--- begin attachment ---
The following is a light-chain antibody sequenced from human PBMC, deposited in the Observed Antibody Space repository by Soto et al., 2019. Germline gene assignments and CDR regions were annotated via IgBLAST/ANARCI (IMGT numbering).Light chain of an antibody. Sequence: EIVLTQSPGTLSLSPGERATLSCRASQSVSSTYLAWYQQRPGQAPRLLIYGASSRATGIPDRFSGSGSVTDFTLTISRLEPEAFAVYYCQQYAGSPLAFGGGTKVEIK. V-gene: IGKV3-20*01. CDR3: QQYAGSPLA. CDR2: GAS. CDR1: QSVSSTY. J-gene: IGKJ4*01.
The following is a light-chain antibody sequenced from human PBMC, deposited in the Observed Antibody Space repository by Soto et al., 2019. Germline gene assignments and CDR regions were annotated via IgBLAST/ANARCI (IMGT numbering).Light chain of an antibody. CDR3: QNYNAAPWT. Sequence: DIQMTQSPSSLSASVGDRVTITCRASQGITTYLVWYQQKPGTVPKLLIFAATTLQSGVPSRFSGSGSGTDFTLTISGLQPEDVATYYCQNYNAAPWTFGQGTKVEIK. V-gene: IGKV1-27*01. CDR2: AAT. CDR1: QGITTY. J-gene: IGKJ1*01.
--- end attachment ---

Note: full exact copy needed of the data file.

The following is a light-chain antibody sequenced from human PBMC, deposited in the Observed Antibody Space repository by Soto et al., 2019. Germline gene assignments and CDR regions were annotated via IgBLAST/ANARCI (IMGT numbering).Light chain of an antibody. Sequence: EIVLTQSPGTLSLSPGERATLSCRASQSVSSTYLAWYQQRPGQAPRLLIYGASSRATGIPDRFSGSGSVTDFTLTISRLEPEAFAVYYCQQYAGSPLAFGGGTKVEIK. V-gene: IGKV3-20*01. CDR3: QQYAGSPLA. CDR2: GAS. CDR1: QSVSSTY. J-gene: IGKJ4*01.
The following is a light-chain antibody sequenced from human PBMC, deposited in the Observed Antibody Space repository by Soto et al., 2019. Germline gene assignments and CDR regions were annotated via IgBLAST/ANARCI (IMGT numbering).Light chain of an antibody. CDR3: QNYNAAPWT. Sequence: DIQMTQSPSSLSASVGDRVTITCRASQGITTYLVWYQQKPGTVPKLLIFAATTLQSGVPSRFSGSGSGTDFTLTISGLQPEDVATYYCQNYNAAPWTFGQGTKVEIK. V-gene: IGKV1-27*01. CDR2: AAT. CDR1: QGITTY. J-gene: IGKJ1*01.